Gil dominates again, Volpe extends hitting streak to 21 in Yanks' win

May 30th, 2024

ANAHEIM -- With putting the finishing touches on a brilliant month and continuing to dazzle on both sides of the ball, the Yankees’ present and future appear brighter than ever.

Gil struck out nine over a career-high eight innings and Volpe extended his hitting streak to 21 games, helping lead the Yankees to a 2-1 victory over the Angels on Wednesday evening at Angel Stadium.

“Am I fully 100 percent surprised? I’m not,” Gil said through an interpreter. “The reason why is that it took a lot of dedication and a lot of work to get here. That’s something that I really wanted to do, to put myself in the best position possible coming in here. When you’re able to command pitches out there, really good things happen.”

Alex Verdugo hit a fourth-inning home run and Clay Holmes bounced back from a blown save in the series opener as the Yankees won for the 18th time in 24 games, a run powered in large part by a rotation that has more than stepped up in the absence of ace Gerrit Cole.

A leading candidate to be crowned as the American League’s Pitcher of the Month, Gil improved to 6-0 with a 0.70 ERA across six May starts. The right-hander held opponents to three earned runs over 38 2/3 innings, including limiting the Halos to just two hits and two walks on Wednesday.

“I don't think anyone is really surprised, within the clubhouse and within the organization,” Volpe said. “I’m friendly with a couple of guys on other teams and they’re saying after games that it’s the most electric fastball they’ve ever faced.

“When you’ve got someone like that who can put you off-balance with two other pitches, it’s going to definitely be a good recipe.”

Gil’s splendid 95-pitch effort marked the Yankees’ 16th straight start of five innings or more and two or fewer runs, the longest by any Major League team since at least 1893, according to Elias Sports Bureau. Since May 12, Bombers starters have gone 12-2 with a 1.00 ERA, holding opponents to a .158 batting average.

“I’ve mentioned it before; having Gerrit Cole around and being able to listen to the pointers that he’s giving me, understanding what everybody here is communicating to me and then having the ability to go out there and execute, it’s been great,” Gil said.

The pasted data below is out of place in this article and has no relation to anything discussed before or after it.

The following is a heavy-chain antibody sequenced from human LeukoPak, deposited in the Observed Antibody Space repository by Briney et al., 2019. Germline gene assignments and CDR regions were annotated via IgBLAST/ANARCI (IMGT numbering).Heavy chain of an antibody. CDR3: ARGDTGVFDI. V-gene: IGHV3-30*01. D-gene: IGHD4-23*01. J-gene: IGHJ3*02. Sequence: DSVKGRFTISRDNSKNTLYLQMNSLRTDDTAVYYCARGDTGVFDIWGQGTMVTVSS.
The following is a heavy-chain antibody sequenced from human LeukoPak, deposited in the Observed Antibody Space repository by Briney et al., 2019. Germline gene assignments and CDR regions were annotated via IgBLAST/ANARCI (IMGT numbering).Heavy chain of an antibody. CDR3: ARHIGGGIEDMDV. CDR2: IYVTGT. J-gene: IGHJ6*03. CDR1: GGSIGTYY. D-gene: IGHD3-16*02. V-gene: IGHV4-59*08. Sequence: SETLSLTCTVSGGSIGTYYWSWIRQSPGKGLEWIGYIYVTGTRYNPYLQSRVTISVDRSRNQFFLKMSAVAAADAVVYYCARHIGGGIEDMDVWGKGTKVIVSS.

Logan O’Hoppe cleared the right-field wall with a solo home run in the seventh, snapping Gil’s string of 17 1/3 consecutive scoreless innings.

Though Gil winced, the long ball did not derail his effort. Gil recovered to retire the final five batters he faced, with help from a diving Verdugo grab that stole a hit from Luis Guillorme in the eighth.

Yankees manager Aaron Boone -- who was ejected early for arguing a double-play interference call -- credited Gil’s “special” fastball as a difference-maker.

“That’s No. 1. That’s why he’s Luis Gil and why he’s off to that start,” Boone said. “It’s elite. He can lean on it. He’s got a real presence with the secondary [pitches], but that fastball tonight was electric. I was a nervous wreck watching the game, trying to find a TV. It’s easier in the dugout.”

Volpe singled in his first at-bat of the evening, extending the Yanks’ longest hitting streak since Robinson Canó hit safely in 23 straight games in 2012. The 21-game hitting streak equals the D-backs’ Ketel Marte for the longest hitting streak in the Majors this year.

“I’m not really thinking about it,” Volpe said. “I’m just trying to win as many pitches as I can. I'm just trying to stick to my approach and hit pitches I feel like I can handle.”

The American League’s reigning Gold Glove shortstop, Volpe made a terrific diving stop and throw to rob Nolan Schanuel of a hit in the sixth inning. He then dashed around the bases for a Little League homer in the seventh, tripling into the right-field corner and being waved home on a throwing error.

“When I was running, it was fine,” Volpe said. “But when I got back in the dugout, I was definitely tired.”

Gil said that Volpe has been “tremendous” for the Yankees this season, both offensively and defensively.

“When you look at the way he’s playing baseball right now, he’s making things happen in the box,” Gil said. “And then defensively, wow. He’s doing everything right.”